DIY - Battery status check, end of life or just cold? 2004 Honda Accord EX

This recent cold has really done a number on my gf’s car and its ability to start. She tends to not drive it everyday and it continues to be problematic when trying to start it. I’m assuming its directly related to the cold weather as I’ve had issues like this before, but would like to confirm her battery isn’t at its end. I have a multimeter, is that all I need to check the status of her battery to see if it is in need of replacement? What is the best way to diagnose her battery status?

We have a battery backup in the trunk we have had to use to get the car started recently, so I don’t think there is any issues with the starter in case anyone asks.

2004 Honda Accord EX

Anyone nursing the last few months out of a battery is on a fool’s errand.

After driving the car for a while, enough to warm it up and then some. Car off, check battery voltage. It should be 12.4 to 12.6 volts. Start car and check again, it should be 13.5 to about 15.7 volts, if you see that, the alternator is good. Let the car sit overnight, car off, check voltage. It should be over 12 volts, likely 12.2 to 12.4 even on an older battery. Leave the voltmeter in place, start car, does it start up OK? Does the voltage drop below 9 volts? If it doesn’t start easily and or the voltage drops below 9 volts, your battery is likely in need of replacement. If it does start OK and voltage stays up, let it sit another night and see if the battery drops below 12 volts as it sits. That may mean you have something shorted in the car drawing the battery down between starts.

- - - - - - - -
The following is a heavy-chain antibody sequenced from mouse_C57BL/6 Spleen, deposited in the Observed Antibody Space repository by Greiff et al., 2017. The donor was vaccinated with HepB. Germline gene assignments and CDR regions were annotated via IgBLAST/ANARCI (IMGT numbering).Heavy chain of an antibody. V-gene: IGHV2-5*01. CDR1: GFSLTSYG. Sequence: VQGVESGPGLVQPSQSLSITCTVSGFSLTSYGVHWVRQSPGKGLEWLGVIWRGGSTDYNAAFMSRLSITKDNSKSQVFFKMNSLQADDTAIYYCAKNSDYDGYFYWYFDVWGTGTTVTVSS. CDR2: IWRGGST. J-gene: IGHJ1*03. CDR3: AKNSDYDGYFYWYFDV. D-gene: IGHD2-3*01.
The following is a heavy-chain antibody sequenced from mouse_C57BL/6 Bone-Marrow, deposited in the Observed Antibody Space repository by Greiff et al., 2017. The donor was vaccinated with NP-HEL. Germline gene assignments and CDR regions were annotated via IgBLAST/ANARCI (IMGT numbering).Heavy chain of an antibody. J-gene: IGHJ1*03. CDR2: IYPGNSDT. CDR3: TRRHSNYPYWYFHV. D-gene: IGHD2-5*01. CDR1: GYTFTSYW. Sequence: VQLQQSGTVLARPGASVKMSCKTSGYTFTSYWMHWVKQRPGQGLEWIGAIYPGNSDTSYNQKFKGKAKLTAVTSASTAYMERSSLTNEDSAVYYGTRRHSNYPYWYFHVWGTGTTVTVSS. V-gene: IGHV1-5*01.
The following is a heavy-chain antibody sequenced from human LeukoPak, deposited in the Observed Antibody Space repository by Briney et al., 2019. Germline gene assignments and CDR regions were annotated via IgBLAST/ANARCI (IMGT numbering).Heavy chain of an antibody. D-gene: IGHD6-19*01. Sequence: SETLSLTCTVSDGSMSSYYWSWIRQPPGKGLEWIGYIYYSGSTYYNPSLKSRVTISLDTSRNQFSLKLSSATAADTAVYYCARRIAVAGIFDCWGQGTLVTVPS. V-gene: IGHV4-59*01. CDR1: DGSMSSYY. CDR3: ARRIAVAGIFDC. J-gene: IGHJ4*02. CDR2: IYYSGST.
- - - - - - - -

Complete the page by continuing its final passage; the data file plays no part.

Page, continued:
Most auto parts stores have a battery tester that can load check it for free, and they’ll likely remove and install the battery for you. Drive the car a bit before stopping at the store. If it load checks OK, you have a short causing a drain on the battery, most likely.

Short drives in winter are super hard on an aging battery (heck, any battery). It doesn’t have a chance to fully recharge.

How old is the battery?

Buy a cheap battery tester and do a load test; it will show you what reserve the battery has. I paid $28 for such a tester. It will also record the voltage, as others recommend and these two readings will determine whether to replace it. My 2007 Toyota battery reads still in the green, but I will replace it before next winter.

Also, make sure battery terminals are clean and tight. If the battery is 5 years old just replace it.

Voltage is not necessarily an indicator of battery strength. Many auto parts stores will check your cranking amps for free.

The battery was an unknown number of years but greater than 4, so I just went ahead and replaced it. It works fine thus far and I expect it was just past it’s time.

Thank you for all the feedback and suggestions.

I suspect you’re right.
Happy motoring.